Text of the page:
Do You Need a High-Value Homeowner’s Policy?

Standard homeowner’s insurance policies offer sound financial protection for most people. However, those who own large homes that would cost upwards of $500,000 to rebuild may have special coverage needs for which the standard policies were not designed. Such homeowners may own expensive jewelry or have costly business equipment at home, or they may be involved in public activities that make them targets for lawsuits. People with these exposures to financial loss may want to consider buying a high-value homeowner’s insurance policy.

Some of the additional coverages that insurance companies provide in high-value homeowner’s policies are:

Extended rebuilding cost.
If a fire destroys the home and the policy limit does not cover the entire cost of rebuilding, this coverage will pay for the additional amount. Some policies pay as much as an extra 100 percent of the insurance on the home.

No requirement to replace or rebuild.
A standard policy may not pay the entire replacement cost of damaged structures or contents unless the owner rebuilds or replaces them. High-value policies may waive this requirement and pay the replacement cost regardless of what the owner decides to do.

Demand surge coverage.
After a major disaster like a hurricane, labor and materials for rebuilding are often in high demand. As a result, the cost of rebuilding a home jumps. This coverage provides additional amounts of insurance to pay for the increased costs.

Rebuilding to code.
If building codes have changed and increased the costs of rebuilding the home, this coverage will pay for those costs above the amount of insurance on the home.

Deductible waiver.
Some policies waive the deductible if the amount of a property loss exceeds a certain level, such as $50,000. However, the waiver might not apply to losses from certain causes such as earthquake or a windstorm.

Excess flood coverage.
Most homeowner’s policies do not cover damage caused by flood waters. The National Flood Insurance Program offers this coverage, but the most insurance it offers is $250,000 on a home and $100,000 on contents. A high-value homeowner’s policy might provide as an option additional insurance that applies after the NFIP insurance is used up.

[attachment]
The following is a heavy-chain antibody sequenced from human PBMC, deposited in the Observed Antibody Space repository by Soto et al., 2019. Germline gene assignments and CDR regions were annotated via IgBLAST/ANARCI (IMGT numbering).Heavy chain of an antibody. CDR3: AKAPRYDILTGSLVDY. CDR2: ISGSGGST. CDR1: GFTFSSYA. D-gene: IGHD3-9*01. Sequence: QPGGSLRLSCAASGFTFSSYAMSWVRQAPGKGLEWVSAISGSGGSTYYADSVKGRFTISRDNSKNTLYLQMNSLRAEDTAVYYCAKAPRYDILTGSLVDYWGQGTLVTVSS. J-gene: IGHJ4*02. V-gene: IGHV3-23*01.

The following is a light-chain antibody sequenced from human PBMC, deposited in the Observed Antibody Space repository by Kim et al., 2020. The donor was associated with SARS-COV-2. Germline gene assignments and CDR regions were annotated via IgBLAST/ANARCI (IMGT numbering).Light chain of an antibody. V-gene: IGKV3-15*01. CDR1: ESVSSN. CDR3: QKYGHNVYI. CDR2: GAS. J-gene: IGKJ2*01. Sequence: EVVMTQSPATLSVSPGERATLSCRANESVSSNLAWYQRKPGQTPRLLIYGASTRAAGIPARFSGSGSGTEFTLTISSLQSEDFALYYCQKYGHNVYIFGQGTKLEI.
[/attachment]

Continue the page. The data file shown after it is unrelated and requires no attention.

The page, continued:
Backup of sewers and drains coverage.
Standard homeowner’s policies do not insure against damage caused when a drain, such as a sump, backs up, though often the owner can buy this extra coverage. A high-value policy may include it automatically.

Electronic data.
Some high-value policies may pay for the cost of restoring computer files and for costs resulting from theft of the policyholder’s identity.

Food.
Unlike standard homeowner’s policies, a high-value policy may pay for refrigerated food that spoils when a covered cause of loss disrupts the power supply.

Lawsuits.
Standard homeowner’s policies cover the costs of lawsuits and attorney fees only if they result from bodily injury or property damage the policyholder may have caused. High-value policies may go beyond that, covering alleged acts of libel and slander.

Higher amounts of coverage.
High-value policies may cover some of the same things that standard policies cover, but for higher amounts. For example, these policies may provide more coverage for valuables, such as jewelry, furs and collectibles. They may provide more coverage for the expense of living elsewhere while the home is being repaired, more coverage for loss assessments from a homeowner’s association resulting from an accident, and more coverage for business property kept in the home.

Homeowners who think they may need this kind of additional coverage should consult an insurance agent. Many insurance companies are now offering high-value policies. It may well be worth a few minutes to review insurance needs and protect thousands of dollars worth of hard-earned property.

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